On 20 January 1949 Harry Truman, having been elected to a second term as president of the United States, was set to take the stage for his inaugural address. The dust was settling after the Second World War, European imperialism was collapsing, and a new American led world order was rapidly taking shape. It was with this backdrop that the concept of ‘development’ as we know it was born. Truman told the ten million viewers of the first inauguration to be broadcast on television that:
‘We must embark on a bold new program for making the benefits of our scientific advances and industrial progress available for the improvement and growth of underdeveloped areas…It must be a worldwide effort for the achievement of peace, plenty, and freedom.’
But realistically the case for aid is a means of bypassing Western accountability for their colonial and neo-colonial treatment of now underdeveloped states, conjuring in its stead an image of the Global North reaching out across the divide arms open in loving care. Despite all the aggression the flow of aid would stand as irrefutable proof of Western benevolence.
Indeed the aid budget is frequently cited to show we live in a fairer more compassionate world. Together governments, institutions and billionaire philanthropists of ‘rich’ countries give ‘poor’ countries about $128 billion in aid each year. The growing size of the aid budget sits right at the middle of the official development story. American economist Jeffrey Sachs former director of the Millennium Development Goals suggested that if rich countries would just increase their foreign aid contributions to 0.7 per cent of GDP we would be able to eradicate global poverty in only twenty years.
But if we step back and look at this aid in context, we see it is vastly overtaken by the financial resources that flow in the opposite direction. The US based Global Financial Integrity (GFI) and Centre for Applied Research at the Norwegian School of Economics have published some truly eye-opening data on this.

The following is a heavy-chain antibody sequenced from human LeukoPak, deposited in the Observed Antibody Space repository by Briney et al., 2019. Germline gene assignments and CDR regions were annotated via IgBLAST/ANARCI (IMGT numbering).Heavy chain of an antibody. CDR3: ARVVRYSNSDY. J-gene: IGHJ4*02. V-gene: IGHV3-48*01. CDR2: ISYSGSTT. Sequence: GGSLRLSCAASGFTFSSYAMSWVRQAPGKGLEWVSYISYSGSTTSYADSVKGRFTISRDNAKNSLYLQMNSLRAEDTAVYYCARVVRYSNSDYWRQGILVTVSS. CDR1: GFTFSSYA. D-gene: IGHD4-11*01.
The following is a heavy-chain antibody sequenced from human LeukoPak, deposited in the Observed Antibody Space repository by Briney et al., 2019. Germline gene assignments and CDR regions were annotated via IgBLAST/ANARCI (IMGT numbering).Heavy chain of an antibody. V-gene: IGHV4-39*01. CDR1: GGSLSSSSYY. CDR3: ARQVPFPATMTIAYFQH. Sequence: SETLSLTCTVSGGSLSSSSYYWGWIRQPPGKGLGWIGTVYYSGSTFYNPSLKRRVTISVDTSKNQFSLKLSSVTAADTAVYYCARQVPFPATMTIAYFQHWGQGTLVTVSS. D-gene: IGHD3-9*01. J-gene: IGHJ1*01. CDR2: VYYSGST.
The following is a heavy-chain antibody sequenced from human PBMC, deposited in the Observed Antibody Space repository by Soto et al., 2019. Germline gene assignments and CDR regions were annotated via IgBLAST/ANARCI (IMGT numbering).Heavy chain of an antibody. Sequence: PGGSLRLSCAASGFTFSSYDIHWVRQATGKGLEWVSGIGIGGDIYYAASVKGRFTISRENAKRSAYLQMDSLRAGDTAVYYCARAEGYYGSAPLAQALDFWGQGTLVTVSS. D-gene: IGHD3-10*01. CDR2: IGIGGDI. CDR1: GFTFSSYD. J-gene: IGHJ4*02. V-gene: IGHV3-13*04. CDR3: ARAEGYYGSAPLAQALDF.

Tallying up all the financial resources that get transferred between rich and poor countries each year they found that in 2012 (the last year of recorded data), developing countries received a little over $2 trillion, including all aid, investment and income from abroad. But more than twice that amount, about $5 trillion, flowed out of them in the same year. In other words developing countries sent $3 trillion more to the rest of the world than they received.
They summarise their finding in this graph. Since the early 1980s, NRT for all developing countries have been mostly large and negative, indicating sustained and significant outflows from the developing world. The NRT line is largely negative regardless of whether it is in nominal terms (green line) or expressed as a percent of developing countries’ GDP (blue line).
Why is this happening?
Today poor countries pay over $200 billion each year in interest alone to foreign creditors, much of it on old loans that have already been paid off many times over. Since 1980 developing countries have forked over $4.2 trillion in interest payments – much more than they have received in aid and most of which have gone directly to Western creditors.
Nearly $500 billion in profits out of developing countries each year, most of which goes back to rich states. Developing countries have to pay an extra $60 billion per year to foreign patent owners under the WTO’s agreement on intellectual property rights, (TRIPS) in order to access technologies and pharmaceuticals often essential to public development and health.
By far the biggest chunk in outflows has to do with capital flight. GFI calculates that developing countries lose around $973 billion each year through leakages in balance of payments, $875 billion through trade mis-invoicing each year. Three trillion dollars in total net outflows per year is twenty-four times more than the annual aid budget. In other words, for every dollar of aid that developing countries receive, they lose $24 in net outflows.
What this means is that poor countries are net creditors to rich countries – exactly the opposite of what we have been conditioned to assume. Furthermore Global South economies actually lose about $27 billion in GDP each year because aid disbursements are so volatile making it very difficult for them to investment and manage their budgets.
This is a wakeup call that the systems which we have in place today are incapable of meeting the most serious humanitarian and structural challenges of the 21st century. We need a reordering of priorities. Long term investment over quick returns. Tighter security of financial flows in the right places; so quick to point the finger at familiar forms of corruption and ignore the tax havens and evasion. Understanding the bigger picture of the aid story begins with a relearning of a fundamental question we thought we knew. Who is aiding who?